Arthur Jafa and Sky Hopinka vs. Luma Arles

From Swiss art patron Maja Hoffmann for Luma Arles In a huge former industrial area in the south of France. As she points out on this season’s show, “Arleluma is becoming a place to share unique experiences and perspectives on the current state of the world.”

In fact, the Art Center is now showing a major exhibition of two American multimedia artists who have taken control of their narratives. Each spoke about his special experience living in America and what it means to be part of a community whose voices are largely suppressed. As Arthur Jafa once said, “If you point the camera at the black man, on a psychoanalytic level, even if the black man is standing behind the camera, the camera will act as the white man’s gaze.”

Jafa’s exhibition, titled “Live Evil” (also the title of Miles Davis’ album), is the most comprehensive exhibition of his work to date. Born in 1960 in Tupelo, Mississippi, Jafa has spent most of his career in the shadows, earning a living as a cinematographer for others. In 2016, his seven-minute film finally gained global recognition Love is the message and the message is death, a powerful montage of videos showing different aspects of the black experience, set to Kanye West’s gospel-inspired “Super Light Beam.”A few years later, he turned his attention to whiteness and the limits of sympathy white album, 40 minutes of discovery and original video.It won the Golden Lion in 2019 Venice Biennale (and featured in the Luma Arles exhibition).

silent blue man In “Live Evil”, Arthur Jafa – La Grande Halle, Parc des Ateliers, Luma, Arles, France. Photography: Adrian de Wilt

Unearthing archival photos and footage is an essential part of Jafa’s practice, magnifying or editing them together for disturbing results. One of the first works in the exhibition is a startling photograph of a black student giving a Nazi salute to an American flag. In fact, it was Bellamy’s salute, a gesture that accompanied the American Pledge of Allegiance from 1892 to 1942, until it was adopted by the Third Reich.

Jafa also tells stories of race relations through his sculptures and installations, such as big wheel two (2018), a huge black tire bound by chains; Former Slave Gordon 1863 (2017), a human figure with a scar on its back; and anger (2017) A life-size silhouette of a black Hulk that he considers a self-portrait.

big wheel two, kudzu and Former Slave Gordon 1863 In “Live Evil”, Arthur Jafa – La M canique G n rale, Parc des Ateliers, Luma, Arles, France. Photography: Adrian de Wilt

In the huge space of the Grande Halle in Luma, Agdra is the artist’s starting point, a computer-generated abstract video he will produce in 2021. For 85 minutes, a digital ocean of black lava-like rock moves and churns in undulating waves under the apocalyptic sun, until the booming sound of bass and music twisted by reverb. The effect is both suffocating and mesmerizing, reminiscent of slave ships crossing the Atlantic or the loss of civilization.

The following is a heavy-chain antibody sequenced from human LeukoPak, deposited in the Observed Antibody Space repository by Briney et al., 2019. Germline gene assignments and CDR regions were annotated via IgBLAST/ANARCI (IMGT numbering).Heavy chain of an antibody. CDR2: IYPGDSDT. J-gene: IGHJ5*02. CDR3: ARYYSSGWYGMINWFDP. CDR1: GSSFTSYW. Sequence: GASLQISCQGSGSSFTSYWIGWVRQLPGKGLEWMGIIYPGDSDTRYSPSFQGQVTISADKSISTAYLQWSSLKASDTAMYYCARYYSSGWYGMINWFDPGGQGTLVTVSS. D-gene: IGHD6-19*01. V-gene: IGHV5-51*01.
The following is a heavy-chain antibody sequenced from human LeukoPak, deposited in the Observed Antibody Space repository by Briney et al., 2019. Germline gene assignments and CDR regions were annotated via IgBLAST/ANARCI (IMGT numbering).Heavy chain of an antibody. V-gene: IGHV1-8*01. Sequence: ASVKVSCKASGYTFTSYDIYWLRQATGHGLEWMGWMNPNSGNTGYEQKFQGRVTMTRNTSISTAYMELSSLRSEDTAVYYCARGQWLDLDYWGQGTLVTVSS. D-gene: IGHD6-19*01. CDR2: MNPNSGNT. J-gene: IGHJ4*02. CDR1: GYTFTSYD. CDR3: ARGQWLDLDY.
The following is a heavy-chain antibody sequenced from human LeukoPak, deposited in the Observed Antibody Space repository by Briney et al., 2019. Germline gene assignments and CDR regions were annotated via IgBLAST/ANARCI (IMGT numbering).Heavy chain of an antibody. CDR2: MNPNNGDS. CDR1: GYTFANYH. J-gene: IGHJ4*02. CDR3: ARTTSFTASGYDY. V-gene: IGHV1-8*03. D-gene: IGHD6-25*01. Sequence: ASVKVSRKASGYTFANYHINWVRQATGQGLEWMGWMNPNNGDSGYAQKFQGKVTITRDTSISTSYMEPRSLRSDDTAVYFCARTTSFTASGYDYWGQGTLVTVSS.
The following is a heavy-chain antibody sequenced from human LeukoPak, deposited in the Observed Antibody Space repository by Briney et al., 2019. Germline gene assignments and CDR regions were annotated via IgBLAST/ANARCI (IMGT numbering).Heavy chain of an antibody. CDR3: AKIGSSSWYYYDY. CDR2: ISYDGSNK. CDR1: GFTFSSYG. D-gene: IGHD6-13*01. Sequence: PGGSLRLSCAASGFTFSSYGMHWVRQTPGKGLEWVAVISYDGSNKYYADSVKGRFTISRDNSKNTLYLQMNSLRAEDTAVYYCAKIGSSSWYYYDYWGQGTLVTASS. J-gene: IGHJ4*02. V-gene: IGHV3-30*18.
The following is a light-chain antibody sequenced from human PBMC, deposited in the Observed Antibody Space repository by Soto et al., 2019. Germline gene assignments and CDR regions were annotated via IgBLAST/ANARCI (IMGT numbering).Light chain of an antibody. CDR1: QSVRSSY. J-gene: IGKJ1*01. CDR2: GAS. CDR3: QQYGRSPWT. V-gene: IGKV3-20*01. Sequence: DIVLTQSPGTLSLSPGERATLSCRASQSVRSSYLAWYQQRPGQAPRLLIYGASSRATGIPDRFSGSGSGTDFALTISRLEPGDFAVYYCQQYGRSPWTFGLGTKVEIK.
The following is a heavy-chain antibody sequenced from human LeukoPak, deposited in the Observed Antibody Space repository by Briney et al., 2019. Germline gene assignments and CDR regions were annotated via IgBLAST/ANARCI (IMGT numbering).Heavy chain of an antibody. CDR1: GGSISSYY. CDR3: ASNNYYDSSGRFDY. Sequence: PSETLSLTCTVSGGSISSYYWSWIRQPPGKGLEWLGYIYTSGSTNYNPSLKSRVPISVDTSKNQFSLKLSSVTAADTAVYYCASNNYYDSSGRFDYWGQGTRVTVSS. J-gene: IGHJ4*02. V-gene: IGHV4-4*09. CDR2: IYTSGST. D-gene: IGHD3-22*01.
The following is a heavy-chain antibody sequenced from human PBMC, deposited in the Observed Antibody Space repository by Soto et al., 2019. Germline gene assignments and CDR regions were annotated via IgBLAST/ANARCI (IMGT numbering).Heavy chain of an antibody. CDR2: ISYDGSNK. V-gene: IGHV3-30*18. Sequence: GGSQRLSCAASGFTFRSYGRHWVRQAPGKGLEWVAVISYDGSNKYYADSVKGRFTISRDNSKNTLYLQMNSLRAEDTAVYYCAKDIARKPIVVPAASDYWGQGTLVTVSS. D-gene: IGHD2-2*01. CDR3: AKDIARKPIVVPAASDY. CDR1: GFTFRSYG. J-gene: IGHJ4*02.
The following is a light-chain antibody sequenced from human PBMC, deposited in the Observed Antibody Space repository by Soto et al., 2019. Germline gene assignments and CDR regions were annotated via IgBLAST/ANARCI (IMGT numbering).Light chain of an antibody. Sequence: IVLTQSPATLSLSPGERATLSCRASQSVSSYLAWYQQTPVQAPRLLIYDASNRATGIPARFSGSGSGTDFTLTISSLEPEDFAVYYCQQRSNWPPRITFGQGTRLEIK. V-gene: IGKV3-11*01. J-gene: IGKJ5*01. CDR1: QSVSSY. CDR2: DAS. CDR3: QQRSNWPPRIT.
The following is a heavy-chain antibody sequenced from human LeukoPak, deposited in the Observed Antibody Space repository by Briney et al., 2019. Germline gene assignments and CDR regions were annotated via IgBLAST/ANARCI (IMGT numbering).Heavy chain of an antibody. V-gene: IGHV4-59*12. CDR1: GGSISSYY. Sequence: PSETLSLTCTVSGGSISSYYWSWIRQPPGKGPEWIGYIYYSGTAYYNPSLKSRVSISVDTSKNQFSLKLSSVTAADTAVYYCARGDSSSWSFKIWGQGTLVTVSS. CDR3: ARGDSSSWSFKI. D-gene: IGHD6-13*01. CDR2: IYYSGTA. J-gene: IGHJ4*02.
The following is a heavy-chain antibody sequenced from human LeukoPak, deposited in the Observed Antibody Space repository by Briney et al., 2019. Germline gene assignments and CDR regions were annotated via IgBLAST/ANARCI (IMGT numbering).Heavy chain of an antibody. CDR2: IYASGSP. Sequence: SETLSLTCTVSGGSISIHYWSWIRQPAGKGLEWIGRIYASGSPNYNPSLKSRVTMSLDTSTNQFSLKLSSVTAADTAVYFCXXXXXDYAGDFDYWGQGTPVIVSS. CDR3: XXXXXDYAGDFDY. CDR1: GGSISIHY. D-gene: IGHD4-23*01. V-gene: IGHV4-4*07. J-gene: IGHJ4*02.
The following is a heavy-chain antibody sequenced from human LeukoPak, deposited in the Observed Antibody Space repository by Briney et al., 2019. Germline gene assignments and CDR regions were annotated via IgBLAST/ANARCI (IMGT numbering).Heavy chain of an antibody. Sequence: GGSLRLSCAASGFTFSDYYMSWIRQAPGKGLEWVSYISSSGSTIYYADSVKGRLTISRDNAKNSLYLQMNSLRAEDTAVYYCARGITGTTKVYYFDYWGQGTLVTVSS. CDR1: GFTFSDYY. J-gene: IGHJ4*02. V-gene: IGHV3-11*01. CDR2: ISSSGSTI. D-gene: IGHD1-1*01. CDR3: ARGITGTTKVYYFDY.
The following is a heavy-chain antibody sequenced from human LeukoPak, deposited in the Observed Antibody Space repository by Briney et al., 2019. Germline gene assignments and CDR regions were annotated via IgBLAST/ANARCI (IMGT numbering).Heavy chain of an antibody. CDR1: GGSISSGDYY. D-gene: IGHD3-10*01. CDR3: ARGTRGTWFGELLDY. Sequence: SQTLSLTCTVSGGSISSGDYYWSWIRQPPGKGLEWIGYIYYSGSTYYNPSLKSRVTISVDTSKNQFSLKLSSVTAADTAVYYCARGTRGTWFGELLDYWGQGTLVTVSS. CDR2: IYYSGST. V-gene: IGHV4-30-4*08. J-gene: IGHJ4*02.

If Jafa’s performance was a punch, Sky Hopinka’s performance takes us on an equally disturbing journey, but a little softer. Born in 1984, Hopinka is a member of the Ho-Chunk Nation of Wisconsin and a descendant of the Pechanga Band of Luiseño people. He is best known for his experimental films, and, increasingly, photography and poetry, and he calls his style “ethnic poetry”.

“The Sun Comes Anywhere” is the title of the exhibition, which combines Hopinka’s personal story with the collective history of Native Americans. Examining identity and perception, his videos and photos draw on family memories, interviews and travel diaries. They are thoughtful and skilled.

land describes itself In “The Sun Comes Anywhere”, Sky Hopinka – Les Forges, Parc des Ateliers, Luma, Arles, France. Photography: Adrian de Wilt

He is fascinated by language as a vessel for culture, wow wow, his first experimental film, shot in 2013. 6 minutes long and focuses on Chinookwawa, a trade language that originated in the Pacific Northwest and is virtually extinct. Three generations have spoken and talked about this language, and the layers of subtitles reflect the difficulty of translating certain concepts into different languages.

exist Knowledge, from a 2019 video, Hopinka assembles and reassembles fragments of photo transparencies on a projector. We hear him reading his poems aloud, mixing memories and myths (eg, “I killed a spider last night, I seriously apologize. My grandmother was a spider”), and he plays music with Bo Diddley shot of a group of friends.He said Knowledge Reference Lab Sheet (nostalgic) Via Hollis Frampton. “I’m interested in the romanticization of nostalgia, but it’s more of a function of nostalgia — it’s not an end, it’s a means to something deeper, something that might be more meaningful or useful.”

Cloudless blue exit in summer In “The Sun Comes Anytime”, Sky Hopinka – Les Forges, Parc des Ateliers, Luma, Arles, France. Photography: Adrian de Wilt

A large room is dedicated to a series of videos about the motherland and hallucinations swoon spell (2018), the artist imagines a myth surrounding the Xawiska or Indian pipe factory, used by the Ho-Chunk people to restore the unconscious. Handwritten text scrolls across the screen, accompanied by the mournful sound of wind instruments. Images of the landscape turned sideways, saturated in color, gave way to a lone figure walking among the ruins, lightning flashes behind an empty parking lot at night, and people on the beach were pulled up to blend with the sky.

It will take hours to visit both shows – which is only natural since they are full histories, narrated by another American voice. §

Knowledge In “The Sun Comes Anywhere”, Sky Hopinka – Les Forges, Parc des Ateliers, Luma, Arles, France. Photography: Adrian de Wilt

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